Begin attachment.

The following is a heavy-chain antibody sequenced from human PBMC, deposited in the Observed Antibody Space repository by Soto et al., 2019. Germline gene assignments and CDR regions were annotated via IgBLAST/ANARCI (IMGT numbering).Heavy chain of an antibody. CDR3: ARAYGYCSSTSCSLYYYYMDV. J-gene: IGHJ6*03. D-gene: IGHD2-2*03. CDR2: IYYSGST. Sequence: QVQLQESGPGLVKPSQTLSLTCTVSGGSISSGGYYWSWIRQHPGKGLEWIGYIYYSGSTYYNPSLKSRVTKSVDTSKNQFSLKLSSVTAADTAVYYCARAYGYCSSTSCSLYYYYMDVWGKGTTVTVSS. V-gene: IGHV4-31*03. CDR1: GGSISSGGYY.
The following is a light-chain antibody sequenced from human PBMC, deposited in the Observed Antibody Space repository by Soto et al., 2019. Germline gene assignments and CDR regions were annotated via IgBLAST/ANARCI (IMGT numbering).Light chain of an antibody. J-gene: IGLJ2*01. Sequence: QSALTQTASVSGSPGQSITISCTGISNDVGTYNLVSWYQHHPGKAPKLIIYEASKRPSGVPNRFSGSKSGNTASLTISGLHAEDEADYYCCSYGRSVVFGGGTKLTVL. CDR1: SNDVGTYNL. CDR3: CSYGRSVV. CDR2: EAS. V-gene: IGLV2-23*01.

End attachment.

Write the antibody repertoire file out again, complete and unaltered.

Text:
The following is a heavy-chain antibody sequenced from human PBMC, deposited in the Observed Antibody Space repository by Soto et al., 2019. Germline gene assignments and CDR regions were annotated via IgBLAST/ANARCI (IMGT numbering).Heavy chain of an antibody. CDR3: ARAYGYCSSTSCSLYYYYMDV. J-gene: IGHJ6*03. D-gene: IGHD2-2*03. CDR2: IYYSGST. Sequence: QVQLQESGPGLVKPSQTLSLTCTVSGGSISSGGYYWSWIRQHPGKGLEWIGYIYYSGSTYYNPSLKSRVTKSVDTSKNQFSLKLSSVTAADTAVYYCARAYGYCSSTSCSLYYYYMDVWGKGTTVTVSS. V-gene: IGHV4-31*03. CDR1: GGSISSGGYY.
The following is a light-chain antibody sequenced from human PBMC, deposited in the Observed Antibody Space repository by Soto et al., 2019. Germline gene assignments and CDR regions were annotated via IgBLAST/ANARCI (IMGT numbering).Light chain of an antibody. J-gene: IGLJ2*01. Sequence: QSALTQTASVSGSPGQSITISCTGISNDVGTYNLVSWYQHHPGKAPKLIIYEASKRPSGVPNRFSGSKSGNTASLTISGLHAEDEADYYCCSYGRSVVFGGGTKLTVL. CDR1: SNDVGTYNL. CDR3: CSYGRSVV. CDR2: EAS. V-gene: IGLV2-23*01.